If you are considering buying high quality headphones, you will very quickly come across the term “high impedance”.
This is because high impedance headphones typically deliver far superior sound – and unlike their low impedance peers, they do not distort or self-destruct if you connect them to audiophile level or DJ equipment.
High Impedance Headphones: What You Need to Know
Impedance is a measure of resistance to electric current, and it is measured in ohms: the higher the number, the more resistance there is.
In the world of headphones, low impedance is generally considered to be a number lower than 50 ohms. High impedance headphones can be 250 or even 600 ohms.
There are some crucial differences between low impedance and high impedance headphones. The first and most important difference is that low impedance headphones do not need much power to deliver sound, and as a result, it makes them ideal for applications where battery life is more important than sound quality.
For example, the amplifier in a typical smartphone is designed with 32-ohm headphones in mind. It may run much more resistant, but it does not get the best from them or from its battery.
The other really important point is that high impedance headphones really sound better.
Why high impedance headphones simply sound better
When you listen to high impedance headphones on a compatible hi-fi system or studio equipment, you will notice that there is a marked difference in the sound quality.
The sound stage is larger, the bass is more defined, and the individual instruments and voices are clearer and better positioned.
This is because the voice coil in high impedance headphones is designed differently from the one you find in low impedance models. Its wires are much, much thinner, and it allows manufacturers to wrap more wires more times and closer than they can on smaller models.
It does two things: it creates more magnetic force to move the diaphragm of the coil, which is the bit that actually produces the sound; and it makes the coil much lighter and more responsive. This means much lower distortion, better dynamics and more accurate sound reproduction.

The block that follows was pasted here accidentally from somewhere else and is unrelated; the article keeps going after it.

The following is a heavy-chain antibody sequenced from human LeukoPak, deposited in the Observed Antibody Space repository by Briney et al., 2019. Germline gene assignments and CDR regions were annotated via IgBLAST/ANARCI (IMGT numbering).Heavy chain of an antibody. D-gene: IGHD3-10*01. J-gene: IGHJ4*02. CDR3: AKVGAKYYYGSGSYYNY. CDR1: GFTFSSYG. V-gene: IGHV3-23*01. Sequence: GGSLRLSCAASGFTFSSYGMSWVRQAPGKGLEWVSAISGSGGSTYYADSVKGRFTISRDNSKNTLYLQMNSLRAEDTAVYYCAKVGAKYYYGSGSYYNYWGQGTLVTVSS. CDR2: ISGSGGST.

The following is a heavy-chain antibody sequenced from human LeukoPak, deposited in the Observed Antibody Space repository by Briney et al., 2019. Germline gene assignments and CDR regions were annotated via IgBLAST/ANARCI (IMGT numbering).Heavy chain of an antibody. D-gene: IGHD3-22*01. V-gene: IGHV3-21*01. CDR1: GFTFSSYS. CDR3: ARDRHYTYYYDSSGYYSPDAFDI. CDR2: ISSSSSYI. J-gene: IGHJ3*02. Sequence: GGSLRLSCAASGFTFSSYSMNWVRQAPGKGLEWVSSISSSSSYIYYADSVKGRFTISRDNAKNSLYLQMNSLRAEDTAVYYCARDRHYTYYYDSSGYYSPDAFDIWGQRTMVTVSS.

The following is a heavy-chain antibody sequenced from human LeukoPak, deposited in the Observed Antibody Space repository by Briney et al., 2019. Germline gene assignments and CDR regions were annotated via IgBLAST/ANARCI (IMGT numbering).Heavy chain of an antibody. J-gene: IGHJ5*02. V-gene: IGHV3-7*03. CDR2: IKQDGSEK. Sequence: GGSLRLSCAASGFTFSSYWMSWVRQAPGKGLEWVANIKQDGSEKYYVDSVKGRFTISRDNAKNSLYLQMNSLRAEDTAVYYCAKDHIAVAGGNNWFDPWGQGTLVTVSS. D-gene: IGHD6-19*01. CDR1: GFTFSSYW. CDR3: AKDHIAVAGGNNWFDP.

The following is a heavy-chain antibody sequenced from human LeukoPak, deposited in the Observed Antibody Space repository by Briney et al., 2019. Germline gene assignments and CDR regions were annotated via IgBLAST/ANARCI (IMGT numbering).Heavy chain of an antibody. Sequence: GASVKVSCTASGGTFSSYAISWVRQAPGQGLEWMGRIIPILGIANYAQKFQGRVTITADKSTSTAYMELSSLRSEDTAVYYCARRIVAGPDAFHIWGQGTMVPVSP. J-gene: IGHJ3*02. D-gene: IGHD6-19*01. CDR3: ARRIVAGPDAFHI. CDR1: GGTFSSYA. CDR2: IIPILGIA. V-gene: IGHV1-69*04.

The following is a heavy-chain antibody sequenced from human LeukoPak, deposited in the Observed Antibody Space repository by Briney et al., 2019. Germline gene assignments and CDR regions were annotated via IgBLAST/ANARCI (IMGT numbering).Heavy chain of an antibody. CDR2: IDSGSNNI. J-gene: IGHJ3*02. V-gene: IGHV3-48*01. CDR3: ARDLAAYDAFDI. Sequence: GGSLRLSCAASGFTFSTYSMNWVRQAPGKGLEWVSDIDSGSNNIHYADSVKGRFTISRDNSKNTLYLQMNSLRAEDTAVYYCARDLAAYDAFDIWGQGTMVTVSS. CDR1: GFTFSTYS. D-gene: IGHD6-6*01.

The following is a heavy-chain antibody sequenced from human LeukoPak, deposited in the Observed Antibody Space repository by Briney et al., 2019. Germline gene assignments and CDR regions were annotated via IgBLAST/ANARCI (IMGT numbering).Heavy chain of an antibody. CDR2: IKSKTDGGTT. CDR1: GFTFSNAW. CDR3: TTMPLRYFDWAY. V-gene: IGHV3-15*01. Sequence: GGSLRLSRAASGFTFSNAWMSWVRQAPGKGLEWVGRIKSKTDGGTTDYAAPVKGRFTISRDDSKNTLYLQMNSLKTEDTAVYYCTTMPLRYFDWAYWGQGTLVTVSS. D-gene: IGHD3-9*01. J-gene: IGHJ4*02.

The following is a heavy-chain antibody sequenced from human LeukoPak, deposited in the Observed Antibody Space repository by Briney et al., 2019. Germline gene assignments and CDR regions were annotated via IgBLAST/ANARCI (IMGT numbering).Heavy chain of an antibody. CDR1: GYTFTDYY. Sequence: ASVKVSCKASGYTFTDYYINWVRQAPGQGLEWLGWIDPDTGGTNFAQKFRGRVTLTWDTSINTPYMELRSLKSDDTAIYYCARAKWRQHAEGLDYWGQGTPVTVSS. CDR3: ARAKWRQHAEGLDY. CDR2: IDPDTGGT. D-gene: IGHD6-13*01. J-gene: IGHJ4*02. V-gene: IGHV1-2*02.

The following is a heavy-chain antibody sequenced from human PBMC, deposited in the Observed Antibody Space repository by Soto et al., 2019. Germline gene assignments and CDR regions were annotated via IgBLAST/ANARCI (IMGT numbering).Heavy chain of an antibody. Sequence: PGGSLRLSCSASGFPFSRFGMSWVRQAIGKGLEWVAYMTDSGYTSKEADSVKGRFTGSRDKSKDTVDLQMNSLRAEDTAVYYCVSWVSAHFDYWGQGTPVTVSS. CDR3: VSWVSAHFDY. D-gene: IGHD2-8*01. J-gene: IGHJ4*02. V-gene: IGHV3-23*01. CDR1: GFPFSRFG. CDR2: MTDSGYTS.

Other specifications to study
There are some other numbers to consider when looking at headphones. The first is the frequency range and the second is the sensitivity.
The frequency range tells you how much of the sonic spectrum the headphones can deliver, and it is common to see 20Hz to 20kHz, which is the typical range for human hearing.
But some headphones are capable of much more, so for example you can see the lower limit as 8 or even 5Hz and the upper at 37 or even 44kHz.
The second number is sensitivity, which is measured in decibels of sound pressure level – abbreviated dB SPL. dB SPL tells you how many decibels of sound will be generated from one power unit, either 1 milliwatt or 1 volt, at a frequency of 1kHz.
The number effectively tells you how loud the headphones are, and the higher numbers indicate higher volume.
Just make sure you compare like with like: you need to know if you are looking at dB SPL / V, which is based on voltage, or dB SPL / mW, which is based on milliwatts.
Helplessly, some manufacturers only indicate dB without clarifying which measurement they are using. This can make it difficult to compare different models from different manufacturers.
Together in perfect harmony
It is important to match your headphones to the amplifier or other hardware you want to listen to. Headphones with too low an impedance can deliver hard, cutting distortion or may simply fail when connected to a high impedance output.
On the other hand, headphones with excessive impedance will struggle to produce the full dynamics and volume or may have inconsistent volume levels.
As a rule of thumb, if you are buying for use with a smartphone or similar device, look for low impedance headphones around the 32 ohm mark; If you are buying headphones for your existing or planned audiophile hi-fi hardware, or for recording studio hardware or professional DJ kit, high impedance is the way to go.
This is why some manufacturers offer the same headphones with different impedance levels: They make a 32 ohm version for maximum compatibility with standard audio devices along with higher impedance versions for audiophiles or studio use.